Typically, there are two outcomes when it comes to policy proposals namely effectiveness and efficiency. Making changes to a certain setup can be a difficult undertaking but writing facts in an official document is an excellent way to present your case. In every policy proposal template, there’s always an attempt to deal with a problem.
The document also includes a description of how to solve or change such a problem. Knowing beforehand the necessary requirements and the steps to follow makes writing effective policy proposals examples easier. Here are some tips to help you out:
- Do research
It’s always necessary to research so you can gather facts that to use in your proposal. What you should consider is any factual information as this adds credibility to what you’re proposing. Facts support the change you propose and you can use them to highlight the faults of the existing policies.
- Come up with a description of the problem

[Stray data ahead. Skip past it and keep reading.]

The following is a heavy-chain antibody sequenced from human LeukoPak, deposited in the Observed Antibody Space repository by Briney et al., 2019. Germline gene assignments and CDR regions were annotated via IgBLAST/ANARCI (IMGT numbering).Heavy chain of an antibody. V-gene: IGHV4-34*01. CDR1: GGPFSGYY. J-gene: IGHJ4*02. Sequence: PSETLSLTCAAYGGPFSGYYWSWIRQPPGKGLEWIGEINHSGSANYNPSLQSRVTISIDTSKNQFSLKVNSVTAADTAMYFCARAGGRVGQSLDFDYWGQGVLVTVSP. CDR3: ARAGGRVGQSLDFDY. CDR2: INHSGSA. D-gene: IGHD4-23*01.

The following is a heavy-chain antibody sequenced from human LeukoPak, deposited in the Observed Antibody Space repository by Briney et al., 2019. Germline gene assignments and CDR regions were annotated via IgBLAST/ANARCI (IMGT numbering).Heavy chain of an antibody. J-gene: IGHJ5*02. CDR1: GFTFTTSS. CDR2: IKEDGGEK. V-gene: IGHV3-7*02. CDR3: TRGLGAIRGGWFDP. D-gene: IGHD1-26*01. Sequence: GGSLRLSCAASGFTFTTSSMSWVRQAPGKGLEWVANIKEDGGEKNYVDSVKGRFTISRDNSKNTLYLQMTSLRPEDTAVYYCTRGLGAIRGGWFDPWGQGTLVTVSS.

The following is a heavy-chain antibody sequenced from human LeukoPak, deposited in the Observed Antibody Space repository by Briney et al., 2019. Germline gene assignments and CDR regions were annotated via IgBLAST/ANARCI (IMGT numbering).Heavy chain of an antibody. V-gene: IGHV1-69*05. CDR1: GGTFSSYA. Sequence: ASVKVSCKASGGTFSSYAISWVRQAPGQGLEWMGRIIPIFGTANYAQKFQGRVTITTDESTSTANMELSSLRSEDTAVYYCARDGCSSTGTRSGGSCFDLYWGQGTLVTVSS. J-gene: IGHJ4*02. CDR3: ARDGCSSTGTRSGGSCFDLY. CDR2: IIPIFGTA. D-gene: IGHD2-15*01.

As stated, start the proposal by identifying the issue and how this affects your audience. For instance, there’s a certain office practice or policy that you believe isn’t effective or hinders the efficiency of employees.
Mention this in your proposal. If you have an issue with the findings of some research, explain your reasons against such and explain why.
- Come up with a proposed solution
If you’re making a proposal, follow this up with your proposed solution as well as your implementation plans. For instance, on the issue of working remotely, you can make an outline of the rules to apply to home workers. Also, make an outline on how to monitor these employees.
- Present all of the facts
Always make sure that what you present in your proposal are facts and not hearsay. You can draw these from scientific research that other companies and organizations have successfully followed in their new policy. You can also cite other credible sources to support your arguments.